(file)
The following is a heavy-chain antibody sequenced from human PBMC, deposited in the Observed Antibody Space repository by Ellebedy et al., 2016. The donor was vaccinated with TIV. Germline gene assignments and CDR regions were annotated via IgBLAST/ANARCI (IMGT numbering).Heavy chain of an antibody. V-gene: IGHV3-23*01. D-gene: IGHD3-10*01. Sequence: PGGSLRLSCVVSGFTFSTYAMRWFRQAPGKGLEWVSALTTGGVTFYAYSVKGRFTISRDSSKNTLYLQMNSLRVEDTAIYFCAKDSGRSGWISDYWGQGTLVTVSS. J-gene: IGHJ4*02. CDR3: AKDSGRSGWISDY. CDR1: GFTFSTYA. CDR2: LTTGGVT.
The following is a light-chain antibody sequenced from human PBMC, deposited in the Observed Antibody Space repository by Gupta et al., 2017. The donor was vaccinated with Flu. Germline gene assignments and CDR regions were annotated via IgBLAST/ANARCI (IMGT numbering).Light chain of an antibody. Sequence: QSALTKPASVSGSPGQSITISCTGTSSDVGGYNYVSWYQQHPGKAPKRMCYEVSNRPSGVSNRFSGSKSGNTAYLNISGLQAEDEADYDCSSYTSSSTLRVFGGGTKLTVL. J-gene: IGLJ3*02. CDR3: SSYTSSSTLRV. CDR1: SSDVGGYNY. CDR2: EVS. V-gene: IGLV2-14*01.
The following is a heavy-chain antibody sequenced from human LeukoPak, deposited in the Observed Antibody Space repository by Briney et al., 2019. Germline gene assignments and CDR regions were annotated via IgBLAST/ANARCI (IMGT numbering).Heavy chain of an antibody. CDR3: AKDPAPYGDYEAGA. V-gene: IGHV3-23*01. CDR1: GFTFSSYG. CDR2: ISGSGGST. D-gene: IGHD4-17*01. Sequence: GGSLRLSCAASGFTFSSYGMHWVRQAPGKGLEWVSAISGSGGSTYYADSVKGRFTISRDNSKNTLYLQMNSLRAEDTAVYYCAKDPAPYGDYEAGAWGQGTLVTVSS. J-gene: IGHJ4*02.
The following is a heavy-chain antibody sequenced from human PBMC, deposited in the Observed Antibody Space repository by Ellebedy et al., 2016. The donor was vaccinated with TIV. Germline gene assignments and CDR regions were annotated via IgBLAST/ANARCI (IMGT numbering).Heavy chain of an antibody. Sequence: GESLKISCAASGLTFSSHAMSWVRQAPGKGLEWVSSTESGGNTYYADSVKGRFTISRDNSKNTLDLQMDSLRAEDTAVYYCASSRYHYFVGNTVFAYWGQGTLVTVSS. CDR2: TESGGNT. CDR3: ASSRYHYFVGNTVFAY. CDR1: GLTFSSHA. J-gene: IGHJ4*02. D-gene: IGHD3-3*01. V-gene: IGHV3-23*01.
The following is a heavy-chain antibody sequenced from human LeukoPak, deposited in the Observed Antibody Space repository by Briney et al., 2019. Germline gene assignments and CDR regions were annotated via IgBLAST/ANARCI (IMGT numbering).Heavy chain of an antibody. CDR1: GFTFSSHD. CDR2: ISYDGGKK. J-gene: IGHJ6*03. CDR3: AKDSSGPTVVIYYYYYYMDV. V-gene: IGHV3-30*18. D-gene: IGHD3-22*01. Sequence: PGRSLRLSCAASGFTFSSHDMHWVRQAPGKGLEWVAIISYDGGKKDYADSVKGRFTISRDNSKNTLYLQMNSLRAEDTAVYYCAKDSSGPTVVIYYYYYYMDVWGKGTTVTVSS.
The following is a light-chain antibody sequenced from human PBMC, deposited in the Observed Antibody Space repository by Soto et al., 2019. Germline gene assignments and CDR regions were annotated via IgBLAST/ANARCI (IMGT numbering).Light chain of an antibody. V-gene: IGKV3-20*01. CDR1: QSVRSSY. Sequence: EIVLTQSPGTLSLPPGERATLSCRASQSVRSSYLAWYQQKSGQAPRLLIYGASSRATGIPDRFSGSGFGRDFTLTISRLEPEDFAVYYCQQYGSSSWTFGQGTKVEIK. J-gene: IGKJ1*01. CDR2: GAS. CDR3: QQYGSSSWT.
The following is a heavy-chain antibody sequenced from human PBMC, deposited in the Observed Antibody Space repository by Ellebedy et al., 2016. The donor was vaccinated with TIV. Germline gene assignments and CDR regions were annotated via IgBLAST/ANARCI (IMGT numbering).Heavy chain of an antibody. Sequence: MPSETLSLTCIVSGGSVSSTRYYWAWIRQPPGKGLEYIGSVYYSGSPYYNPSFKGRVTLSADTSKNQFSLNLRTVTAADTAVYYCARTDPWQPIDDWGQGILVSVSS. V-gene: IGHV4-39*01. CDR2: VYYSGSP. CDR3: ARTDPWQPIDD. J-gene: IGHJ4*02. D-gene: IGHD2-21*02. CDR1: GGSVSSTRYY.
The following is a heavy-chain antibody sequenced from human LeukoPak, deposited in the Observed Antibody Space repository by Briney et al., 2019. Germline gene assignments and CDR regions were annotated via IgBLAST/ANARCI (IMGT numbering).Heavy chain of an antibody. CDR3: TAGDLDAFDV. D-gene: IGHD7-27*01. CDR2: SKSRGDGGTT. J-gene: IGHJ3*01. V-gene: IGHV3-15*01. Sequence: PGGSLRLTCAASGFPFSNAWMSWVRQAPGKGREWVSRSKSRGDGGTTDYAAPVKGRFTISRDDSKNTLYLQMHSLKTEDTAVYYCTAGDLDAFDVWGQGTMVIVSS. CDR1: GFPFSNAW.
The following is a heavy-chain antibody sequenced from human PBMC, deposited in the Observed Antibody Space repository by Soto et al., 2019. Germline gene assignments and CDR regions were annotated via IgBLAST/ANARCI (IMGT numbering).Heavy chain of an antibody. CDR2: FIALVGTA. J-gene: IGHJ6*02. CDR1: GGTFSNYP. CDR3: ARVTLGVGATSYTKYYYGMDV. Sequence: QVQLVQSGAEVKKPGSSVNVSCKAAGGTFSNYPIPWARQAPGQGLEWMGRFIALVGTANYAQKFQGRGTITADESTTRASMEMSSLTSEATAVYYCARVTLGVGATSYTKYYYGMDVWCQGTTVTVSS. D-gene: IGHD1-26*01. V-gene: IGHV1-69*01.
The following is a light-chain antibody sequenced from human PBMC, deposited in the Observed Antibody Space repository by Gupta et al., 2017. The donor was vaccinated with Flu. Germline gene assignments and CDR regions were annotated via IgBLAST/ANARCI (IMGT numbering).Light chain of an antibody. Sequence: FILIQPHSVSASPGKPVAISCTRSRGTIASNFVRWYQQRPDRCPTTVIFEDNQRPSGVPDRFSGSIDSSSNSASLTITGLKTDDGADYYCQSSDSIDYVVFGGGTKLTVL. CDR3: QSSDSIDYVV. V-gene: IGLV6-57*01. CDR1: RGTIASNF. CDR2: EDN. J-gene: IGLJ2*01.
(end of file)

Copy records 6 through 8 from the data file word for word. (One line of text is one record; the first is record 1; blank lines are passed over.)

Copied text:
The following is a light-chain antibody sequenced from human PBMC, deposited in the Observed Antibody Space repository by Soto et al., 2019. Germline gene assignments and CDR regions were annotated via IgBLAST/ANARCI (IMGT numbering).Light chain of an antibody. V-gene: IGKV3-20*01. CDR1: QSVRSSY. Sequence: EIVLTQSPGTLSLPPGERATLSCRASQSVRSSYLAWYQQKSGQAPRLLIYGASSRATGIPDRFSGSGFGRDFTLTISRLEPEDFAVYYCQQYGSSSWTFGQGTKVEIK. J-gene: IGKJ1*01. CDR2: GAS. CDR3: QQYGSSSWT.
The following is a heavy-chain antibody sequenced from human PBMC, deposited in the Observed Antibody Space repository by Ellebedy et al., 2016. The donor was vaccinated with TIV. Germline gene assignments and CDR regions were annotated via IgBLAST/ANARCI (IMGT numbering).Heavy chain of an antibody. Sequence: MPSETLSLTCIVSGGSVSSTRYYWAWIRQPPGKGLEYIGSVYYSGSPYYNPSFKGRVTLSADTSKNQFSLNLRTVTAADTAVYYCARTDPWQPIDDWGQGILVSVSS. V-gene: IGHV4-39*01. CDR2: VYYSGSP. CDR3: ARTDPWQPIDD. J-gene: IGHJ4*02. D-gene: IGHD2-21*02. CDR1: GGSVSSTRYY.
The following is a heavy-chain antibody sequenced from human LeukoPak, deposited in the Observed Antibody Space repository by Briney et al., 2019. Germline gene assignments and CDR regions were annotated via IgBLAST/ANARCI (IMGT numbering).Heavy chain of an antibody. CDR3: TAGDLDAFDV. D-gene: IGHD7-27*01. CDR2: SKSRGDGGTT. J-gene: IGHJ3*01. V-gene: IGHV3-15*01. Sequence: PGGSLRLTCAASGFPFSNAWMSWVRQAPGKGREWVSRSKSRGDGGTTDYAAPVKGRFTISRDDSKNTLYLQMHSLKTEDTAVYYCTAGDLDAFDVWGQGTMVIVSS. CDR1: GFPFSNAW.